Manoj Vasaikar, Chef and patron of Indian Zing, Hammersmith and Indian Zest, Sunbury-on-Thames warns that if the outside area is too successful then this could detract from the main dining area inside. “If it becomes a case of people wanting to sit outside to eat on a hot summer’s day, then I think it doesn’t reflect too well on the on the restaurant’s main dining area inside because it happens to be empty.”


Some Indian restaurants develop an outdoor area with a view to maybe setting up a barbeque area and cooking kebabs and other tandoori items in front of the diners. This can look and smell good but a few things should first be taken into consideration. Having a barbeque necessitates employing at least one extra member of staff; the main kitchen still needs to be open for the usual dishes. If there are no customers outside it could mean staff are standing around doing nothing.


“If you have a barbecue, it isn’t just a case of having the right equipment, but labour costs also have to be taken into account. True, it does have theatricality to it and fun element the whole family can enjoy, particularly on a Sunday afternoon, but the fact is that it just isn’t practical.” says Vasaikar.


If the barbeque is inside a marquee or an enclosed area then adequate ventilation needs to be provided. All the usual food preparation and hygiene rules need to be adhered to. Food cannot be kept outside for too long, it needs to be kept in a fridge.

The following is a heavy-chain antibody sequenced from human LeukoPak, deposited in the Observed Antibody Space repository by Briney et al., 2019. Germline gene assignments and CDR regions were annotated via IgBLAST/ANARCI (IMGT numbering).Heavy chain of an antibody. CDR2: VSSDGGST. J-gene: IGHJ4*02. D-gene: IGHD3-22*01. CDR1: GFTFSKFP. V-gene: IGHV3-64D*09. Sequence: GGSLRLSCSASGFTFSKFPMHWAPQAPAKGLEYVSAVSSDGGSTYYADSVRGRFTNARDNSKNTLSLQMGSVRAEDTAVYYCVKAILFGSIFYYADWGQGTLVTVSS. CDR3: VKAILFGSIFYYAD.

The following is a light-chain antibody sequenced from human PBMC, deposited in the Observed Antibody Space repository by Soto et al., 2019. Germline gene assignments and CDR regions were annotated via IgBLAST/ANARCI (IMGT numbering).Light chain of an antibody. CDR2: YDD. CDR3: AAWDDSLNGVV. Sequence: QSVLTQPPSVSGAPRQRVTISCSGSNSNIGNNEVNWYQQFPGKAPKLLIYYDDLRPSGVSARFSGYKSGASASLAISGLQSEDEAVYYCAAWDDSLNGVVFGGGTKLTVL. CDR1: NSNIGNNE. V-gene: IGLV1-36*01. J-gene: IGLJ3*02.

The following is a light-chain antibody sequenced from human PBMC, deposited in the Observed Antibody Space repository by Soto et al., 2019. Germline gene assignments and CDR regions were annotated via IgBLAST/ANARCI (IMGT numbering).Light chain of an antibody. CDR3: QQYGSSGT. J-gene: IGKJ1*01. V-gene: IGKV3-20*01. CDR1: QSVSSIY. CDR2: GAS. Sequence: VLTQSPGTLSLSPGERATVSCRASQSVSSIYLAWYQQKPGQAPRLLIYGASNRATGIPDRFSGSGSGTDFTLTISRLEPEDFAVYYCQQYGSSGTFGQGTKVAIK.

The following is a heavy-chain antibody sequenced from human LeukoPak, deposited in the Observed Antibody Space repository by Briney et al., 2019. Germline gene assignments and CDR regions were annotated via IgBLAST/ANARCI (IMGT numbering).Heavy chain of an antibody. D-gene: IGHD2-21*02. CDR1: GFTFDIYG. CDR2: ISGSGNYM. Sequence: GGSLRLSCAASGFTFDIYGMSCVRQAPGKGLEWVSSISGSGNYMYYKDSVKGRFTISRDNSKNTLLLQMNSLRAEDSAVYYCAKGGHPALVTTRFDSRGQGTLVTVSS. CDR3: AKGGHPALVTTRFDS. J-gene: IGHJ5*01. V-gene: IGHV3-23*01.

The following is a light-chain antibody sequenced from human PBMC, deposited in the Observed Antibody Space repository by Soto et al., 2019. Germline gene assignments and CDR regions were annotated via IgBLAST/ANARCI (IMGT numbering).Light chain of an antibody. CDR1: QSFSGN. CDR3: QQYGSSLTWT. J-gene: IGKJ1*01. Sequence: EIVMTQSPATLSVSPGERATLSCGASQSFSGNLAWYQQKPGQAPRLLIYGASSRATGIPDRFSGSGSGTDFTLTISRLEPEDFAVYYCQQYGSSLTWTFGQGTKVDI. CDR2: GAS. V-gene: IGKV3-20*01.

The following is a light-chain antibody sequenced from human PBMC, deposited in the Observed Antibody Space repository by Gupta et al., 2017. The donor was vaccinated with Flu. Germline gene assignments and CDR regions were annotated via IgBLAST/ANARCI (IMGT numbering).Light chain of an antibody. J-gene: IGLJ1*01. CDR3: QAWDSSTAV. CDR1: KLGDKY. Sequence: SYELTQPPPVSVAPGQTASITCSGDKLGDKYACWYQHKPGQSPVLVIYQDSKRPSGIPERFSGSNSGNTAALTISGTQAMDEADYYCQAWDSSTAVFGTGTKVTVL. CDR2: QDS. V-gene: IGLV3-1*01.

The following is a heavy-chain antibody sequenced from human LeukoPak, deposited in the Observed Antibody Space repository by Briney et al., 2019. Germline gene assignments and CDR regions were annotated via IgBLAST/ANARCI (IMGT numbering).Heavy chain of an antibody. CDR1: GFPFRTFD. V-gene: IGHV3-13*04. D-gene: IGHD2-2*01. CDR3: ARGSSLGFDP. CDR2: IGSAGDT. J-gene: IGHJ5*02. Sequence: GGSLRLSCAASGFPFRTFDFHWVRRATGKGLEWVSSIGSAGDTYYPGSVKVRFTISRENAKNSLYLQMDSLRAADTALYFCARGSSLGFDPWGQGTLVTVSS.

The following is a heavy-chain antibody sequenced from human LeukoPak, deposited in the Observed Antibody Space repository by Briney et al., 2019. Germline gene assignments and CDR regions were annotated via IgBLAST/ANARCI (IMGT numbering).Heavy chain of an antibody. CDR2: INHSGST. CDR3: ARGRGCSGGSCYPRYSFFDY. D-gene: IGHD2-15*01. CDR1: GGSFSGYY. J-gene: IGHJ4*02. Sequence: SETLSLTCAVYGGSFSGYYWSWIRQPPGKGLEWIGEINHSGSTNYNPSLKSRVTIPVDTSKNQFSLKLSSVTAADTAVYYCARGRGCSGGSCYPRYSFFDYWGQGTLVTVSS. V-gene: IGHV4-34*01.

Noise is another consideration; the council would very quickly put a stop to outside dining if complaints are received from neighbours. The usual policy is for the customers to be inside by 11pm. Only background music can be played, again to avoid any complaints.


Consideration has to be given to the furniture used outside. If the area is open to the elements then someone will have to bring the tables and chairs inside the building every night. So thought has to be given to who will be moving them, and how heavy they are.


For a restaurateur, developing an outside dinning area can prove a solid financial investment from little initial outlay. The area can act as an overflow when the main indoor dinning area gets full, but can also end up becoming a pulling factor in its own right.


Risk can come into play when further investment is made on infrastructure such as marquees, awnings and barbeque equipment. The perceived wisdom seems to be, start basic, during the summer, and see how things turn out.